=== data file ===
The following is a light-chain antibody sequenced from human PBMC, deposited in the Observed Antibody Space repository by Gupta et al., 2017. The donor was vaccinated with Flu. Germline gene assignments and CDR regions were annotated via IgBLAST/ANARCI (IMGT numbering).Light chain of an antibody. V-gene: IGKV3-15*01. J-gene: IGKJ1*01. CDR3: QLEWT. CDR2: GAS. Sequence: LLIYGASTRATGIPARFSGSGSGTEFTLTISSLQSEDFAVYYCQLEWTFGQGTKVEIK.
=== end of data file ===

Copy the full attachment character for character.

The following is a light-chain antibody sequenced from human PBMC, deposited in the Observed Antibody Space repository by Gupta et al., 2017. The donor was vaccinated with Flu. Germline gene assignments and CDR regions were annotated via IgBLAST/ANARCI (IMGT numbering).Light chain of an antibody. V-gene: IGKV3-15*01. J-gene: IGKJ1*01. CDR3: QLEWT. CDR2: GAS. Sequence: LLIYGASTRATGIPARFSGSGSGTEFTLTISSLQSEDFAVYYCQLEWTFGQGTKVEIK.